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Mystery solved: Secrets to building a strong resume

The Employer Support of the Guard and Reserve (ESGR), an organization whose vision is to develop and promote a culture in which employers support and value the military service of their employees, is partnering with the Employer Partnership of the Armed Forces (EPAF) to provide hiring employers with the ability to post available jobs and for servicemembers to post resumes, search for jobs, and make a connection with potential employers through www.EmployerPartnership.org.

The Employer Support of the Guard and Reserve (ESGR), an organization whose vision is to develop and promote a culture in which employers support and value the military service of their employees, is partnering with the Employer Partnership of the Armed Forces (EPAF) to provide hiring employers with the ability to post available jobs and for servicemembers to post resumes, search for jobs, and make a connection with potential employers through www.EmployerPartnership.org.

MARCH AIR RESERVE BASE, CALIF. -- (This article is the second of a three part series on how to compose an effective resume.)

Giving employers what they want is the next step in the resume-building process. As a general rule of thumb, include a maximum of 10 years worth of work experience in your resume. Different jobs warrant different skill sets, so the ultimate goal is to present oneself as the best possible candidate for the position. Always look to the information given in the job description for guidance.

In addition to resume content, remember to include military service records like your DD214 (discharge documents) and DD 2586 (Verification of Military Experience and Training). These documents add more substance to your resume. Also, do not forget to mention the following additional information:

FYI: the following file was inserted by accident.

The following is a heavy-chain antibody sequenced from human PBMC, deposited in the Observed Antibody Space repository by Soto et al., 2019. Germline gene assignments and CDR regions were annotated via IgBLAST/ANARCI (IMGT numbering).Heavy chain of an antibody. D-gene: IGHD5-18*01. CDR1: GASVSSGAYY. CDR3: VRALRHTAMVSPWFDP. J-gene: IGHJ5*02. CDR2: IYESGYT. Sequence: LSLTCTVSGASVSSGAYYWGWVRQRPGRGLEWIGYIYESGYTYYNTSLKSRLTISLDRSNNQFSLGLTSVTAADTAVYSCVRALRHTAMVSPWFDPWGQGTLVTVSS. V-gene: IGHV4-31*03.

1. Overseas experience: indicates mobility and adaptability

2. Level of security clearance: indicates completion of background check

3. Foreign language skills: language, written or verbal level of fluency

4. Awards and Decorations: indicators of leadership and success

5. Annual performance reports: documented work efforts

6. Soft and hard skills: leadership and project management (respectively)

Educational background is an essential part of your resume. Summarize your educational achievements (colleges attended, locations, graduation dates, certificates, academic majors, minors, and course concentrations) and post them on the bottom, or after your achievements if you have a degree.

Employers are drawn to specialized training that easily associates with the sought-after position. Include all specialized training you have received from your last employer which is transferable to your new job target. If you have not attended college, definitely include all specialized training in your target field, even if the training lasted a few hours or just one day. Hiring managers generally prefer to see some post-secondary education.

Honors and awards are great ways of expressing the important achievements and recognitions earned while working for past employers. Your resume is a subjective representation of your skills and abilities. An award or honor is the proof of your success and adds solid objectivity to your resume. Your achievements should be listed throughout the resume. However, if you want to draw special attention toward these achievements, you should definitely list them in the Awards and Honors section and combine it with the Achievement section located on the top portion in your resume.